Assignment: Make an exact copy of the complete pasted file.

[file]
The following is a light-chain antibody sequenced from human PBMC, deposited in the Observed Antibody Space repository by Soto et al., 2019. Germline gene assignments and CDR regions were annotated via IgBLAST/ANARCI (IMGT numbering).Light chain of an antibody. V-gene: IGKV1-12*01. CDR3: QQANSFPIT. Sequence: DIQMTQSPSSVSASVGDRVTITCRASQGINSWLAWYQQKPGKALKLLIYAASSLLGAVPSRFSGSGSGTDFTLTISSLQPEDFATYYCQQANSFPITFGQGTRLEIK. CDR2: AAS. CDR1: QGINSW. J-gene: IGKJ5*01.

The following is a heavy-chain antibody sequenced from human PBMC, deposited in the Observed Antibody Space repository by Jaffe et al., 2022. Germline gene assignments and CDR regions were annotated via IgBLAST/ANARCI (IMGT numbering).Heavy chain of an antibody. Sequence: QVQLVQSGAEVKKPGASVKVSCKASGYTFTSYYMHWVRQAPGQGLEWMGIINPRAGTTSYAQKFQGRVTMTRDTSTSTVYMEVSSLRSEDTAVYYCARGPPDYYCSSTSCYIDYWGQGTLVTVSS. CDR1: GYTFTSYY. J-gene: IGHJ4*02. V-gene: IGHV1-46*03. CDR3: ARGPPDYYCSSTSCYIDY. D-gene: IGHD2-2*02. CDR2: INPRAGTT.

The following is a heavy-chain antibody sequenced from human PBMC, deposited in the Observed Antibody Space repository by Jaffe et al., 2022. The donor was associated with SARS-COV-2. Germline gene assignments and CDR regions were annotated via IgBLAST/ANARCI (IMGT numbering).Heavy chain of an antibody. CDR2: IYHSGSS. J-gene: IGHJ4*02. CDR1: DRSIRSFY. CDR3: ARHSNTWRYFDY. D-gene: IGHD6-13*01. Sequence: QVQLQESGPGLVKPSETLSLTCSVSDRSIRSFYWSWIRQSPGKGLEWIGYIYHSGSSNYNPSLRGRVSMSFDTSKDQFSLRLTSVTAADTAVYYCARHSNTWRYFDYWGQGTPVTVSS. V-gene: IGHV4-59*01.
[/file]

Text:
The following is a light-chain antibody sequenced from human PBMC, deposited in the Observed Antibody Space repository by Soto et al., 2019. Germline gene assignments and CDR regions were annotated via IgBLAST/ANARCI (IMGT numbering).Light chain of an antibody. V-gene: IGKV1-12*01. CDR3: QQANSFPIT. Sequence: DIQMTQSPSSVSASVGDRVTITCRASQGINSWLAWYQQKPGKALKLLIYAASSLLGAVPSRFSGSGSGTDFTLTISSLQPEDFATYYCQQANSFPITFGQGTRLEIK. CDR2: AAS. CDR1: QGINSW. J-gene: IGKJ5*01.

The following is a heavy-chain antibody sequenced from human PBMC, deposited in the Observed Antibody Space repository by Jaffe et al., 2022. Germline gene assignments and CDR regions were annotated via IgBLAST/ANARCI (IMGT numbering).Heavy chain of an antibody. Sequence: QVQLVQSGAEVKKPGASVKVSCKASGYTFTSYYMHWVRQAPGQGLEWMGIINPRAGTTSYAQKFQGRVTMTRDTSTSTVYMEVSSLRSEDTAVYYCARGPPDYYCSSTSCYIDYWGQGTLVTVSS. CDR1: GYTFTSYY. J-gene: IGHJ4*02. V-gene: IGHV1-46*03. CDR3: ARGPPDYYCSSTSCYIDY. D-gene: IGHD2-2*02. CDR2: INPRAGTT.

The following is a heavy-chain antibody sequenced from human PBMC, deposited in the Observed Antibody Space repository by Jaffe et al., 2022. The donor was associated with SARS-COV-2. Germline gene assignments and CDR regions were annotated via IgBLAST/ANARCI (IMGT numbering).Heavy chain of an antibody. CDR2: IYHSGSS. J-gene: IGHJ4*02. CDR1: DRSIRSFY. CDR3: ARHSNTWRYFDY. D-gene: IGHD6-13*01. Sequence: QVQLQESGPGLVKPSETLSLTCSVSDRSIRSFYWSWIRQSPGKGLEWIGYIYHSGSSNYNPSLRGRVSMSFDTSKDQFSLRLTSVTAADTAVYYCARHSNTWRYFDYWGQGTPVTVSS. V-gene: IGHV4-59*01.